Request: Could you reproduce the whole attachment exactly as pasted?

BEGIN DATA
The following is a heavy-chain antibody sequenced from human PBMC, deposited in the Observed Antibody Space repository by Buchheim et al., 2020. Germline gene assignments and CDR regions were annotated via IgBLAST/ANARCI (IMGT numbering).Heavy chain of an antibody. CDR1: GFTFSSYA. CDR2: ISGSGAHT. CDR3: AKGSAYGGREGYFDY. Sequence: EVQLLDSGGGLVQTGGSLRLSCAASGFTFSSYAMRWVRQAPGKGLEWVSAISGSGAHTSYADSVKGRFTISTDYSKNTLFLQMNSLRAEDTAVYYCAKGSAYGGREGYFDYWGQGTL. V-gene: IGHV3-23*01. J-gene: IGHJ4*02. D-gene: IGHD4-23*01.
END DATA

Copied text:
The following is a heavy-chain antibody sequenced from human PBMC, deposited in the Observed Antibody Space repository by Buchheim et al., 2020. Germline gene assignments and CDR regions were annotated via IgBLAST/ANARCI (IMGT numbering).Heavy chain of an antibody. CDR1: GFTFSSYA. CDR2: ISGSGAHT. CDR3: AKGSAYGGREGYFDY. Sequence: EVQLLDSGGGLVQTGGSLRLSCAASGFTFSSYAMRWVRQAPGKGLEWVSAISGSGAHTSYADSVKGRFTISTDYSKNTLFLQMNSLRAEDTAVYYCAKGSAYGGREGYFDYWGQGTL. V-gene: IGHV3-23*01. J-gene: IGHJ4*02. D-gene: IGHD4-23*01.